I'm up late tonight, finishing the final edit on my next book about horses. Fortunately the editor assigned to the manuscript didn't think that there were too many changes necessary, so the entire process was less traumatic than I had anticipated. But it's hard for me to simply shut-off my mind and go to sleep. So here I am, blogging at 2:00 a.m.
Besides, not too many hours from now I have to hitch up my trailer and haul the lesson pony I use to a local horse show for one of my riding students. I'm also meeting up at the show with two other kids that I teach, so I'll have three anxious, nervous, but wildly determined horse crazy young girls to coach for the day.
I'll make sure to eat a good breakfast.
The fact that I was working on the book edit today-- and giving riding lessons-- and that I have the horse show on Sunday means that neither Wally nor Lexi will get ridden this weekend. That means my rides on Monday will be "interesting." Both of my horses are so fit and the weather has (fortunately) been so pleasant lately that they have tons of energy. Of course, that is why God made longe lines, right?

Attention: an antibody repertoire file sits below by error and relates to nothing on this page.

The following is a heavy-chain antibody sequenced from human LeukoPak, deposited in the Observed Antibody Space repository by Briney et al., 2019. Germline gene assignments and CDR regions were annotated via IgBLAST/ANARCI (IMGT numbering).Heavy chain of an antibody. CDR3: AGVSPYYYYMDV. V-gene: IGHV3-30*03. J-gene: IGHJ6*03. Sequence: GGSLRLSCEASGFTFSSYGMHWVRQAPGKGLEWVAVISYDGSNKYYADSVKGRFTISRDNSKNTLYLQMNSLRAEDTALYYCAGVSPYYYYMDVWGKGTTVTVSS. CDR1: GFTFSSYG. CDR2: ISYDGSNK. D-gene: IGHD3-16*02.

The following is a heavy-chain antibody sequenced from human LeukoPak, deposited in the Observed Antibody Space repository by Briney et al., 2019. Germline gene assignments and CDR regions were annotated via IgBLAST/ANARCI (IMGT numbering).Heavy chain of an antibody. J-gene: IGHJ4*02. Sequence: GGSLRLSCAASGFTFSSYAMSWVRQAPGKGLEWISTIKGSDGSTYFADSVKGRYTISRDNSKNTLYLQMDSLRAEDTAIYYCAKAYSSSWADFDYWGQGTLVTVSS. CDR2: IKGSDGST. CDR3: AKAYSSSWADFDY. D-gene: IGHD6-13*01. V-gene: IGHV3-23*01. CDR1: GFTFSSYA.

By the way, I continue to enjoy the comments and emails you've contributed. When I wrote about how my horses dealt with the llamas in town I had no idea that many of your horses have also partaken of Introduction to Llamas, 101. Must say, though, I had to laugh at a reader who wrote that her horse is petrified of dairy cows. That makes trail riding rather adventuresome as she lives in the heart of Dairy Cow Land: Wisconsin. Truly, she shouldn't feel embarrassed about that fact. Both of my horses are well-trained western riding horses yet neither one of them can figure out what to do with a steer. The options they consider include whirling and exiting the scene, snorting in abject disapproval, prancing sideways, and remaining frozen in place. Needless to say, I try to avoid riding up to the neighborhood equestrian park when the PRCA rodeo is in town.